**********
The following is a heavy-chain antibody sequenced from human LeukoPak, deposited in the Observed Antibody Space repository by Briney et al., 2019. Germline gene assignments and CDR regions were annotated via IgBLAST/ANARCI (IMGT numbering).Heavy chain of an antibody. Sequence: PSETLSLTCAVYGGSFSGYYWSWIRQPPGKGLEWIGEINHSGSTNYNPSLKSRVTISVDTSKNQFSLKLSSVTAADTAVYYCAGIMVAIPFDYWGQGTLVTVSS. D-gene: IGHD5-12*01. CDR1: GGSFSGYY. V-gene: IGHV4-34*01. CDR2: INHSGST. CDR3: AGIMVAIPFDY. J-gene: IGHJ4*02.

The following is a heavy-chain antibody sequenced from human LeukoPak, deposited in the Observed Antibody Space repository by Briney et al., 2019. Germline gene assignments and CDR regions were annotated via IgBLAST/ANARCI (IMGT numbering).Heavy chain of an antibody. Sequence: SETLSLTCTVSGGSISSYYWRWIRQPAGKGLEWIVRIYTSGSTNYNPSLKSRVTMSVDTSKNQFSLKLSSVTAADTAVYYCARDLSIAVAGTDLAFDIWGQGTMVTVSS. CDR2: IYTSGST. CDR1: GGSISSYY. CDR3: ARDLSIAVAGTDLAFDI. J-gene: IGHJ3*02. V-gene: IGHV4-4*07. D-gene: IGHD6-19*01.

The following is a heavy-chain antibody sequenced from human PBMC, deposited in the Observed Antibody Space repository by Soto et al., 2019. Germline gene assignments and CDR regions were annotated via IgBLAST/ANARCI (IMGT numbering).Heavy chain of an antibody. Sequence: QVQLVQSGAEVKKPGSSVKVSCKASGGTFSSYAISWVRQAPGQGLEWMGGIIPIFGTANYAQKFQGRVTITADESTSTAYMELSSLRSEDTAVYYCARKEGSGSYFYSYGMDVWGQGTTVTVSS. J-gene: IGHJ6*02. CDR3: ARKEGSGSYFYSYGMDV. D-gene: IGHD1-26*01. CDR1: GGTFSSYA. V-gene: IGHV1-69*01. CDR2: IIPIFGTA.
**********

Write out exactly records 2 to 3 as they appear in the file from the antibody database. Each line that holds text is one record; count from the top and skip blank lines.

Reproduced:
The following is a heavy-chain antibody sequenced from human LeukoPak, deposited in the Observed Antibody Space repository by Briney et al., 2019. Germline gene assignments and CDR regions were annotated via IgBLAST/ANARCI (IMGT numbering).Heavy chain of an antibody. Sequence: SETLSLTCTVSGGSISSYYWRWIRQPAGKGLEWIVRIYTSGSTNYNPSLKSRVTMSVDTSKNQFSLKLSSVTAADTAVYYCARDLSIAVAGTDLAFDIWGQGTMVTVSS. CDR2: IYTSGST. CDR1: GGSISSYY. CDR3: ARDLSIAVAGTDLAFDI. J-gene: IGHJ3*02. V-gene: IGHV4-4*07. D-gene: IGHD6-19*01.

The following is a heavy-chain antibody sequenced from human PBMC, deposited in the Observed Antibody Space repository by Soto et al., 2019. Germline gene assignments and CDR regions were annotated via IgBLAST/ANARCI (IMGT numbering).Heavy chain of an antibody. Sequence: QVQLVQSGAEVKKPGSSVKVSCKASGGTFSSYAISWVRQAPGQGLEWMGGIIPIFGTANYAQKFQGRVTITADESTSTAYMELSSLRSEDTAVYYCARKEGSGSYFYSYGMDVWGQGTTVTVSS. J-gene: IGHJ6*02. CDR3: ARKEGSGSYFYSYGMDV. D-gene: IGHD1-26*01. CDR1: GGTFSSYA. V-gene: IGHV1-69*01. CDR2: IIPIFGTA.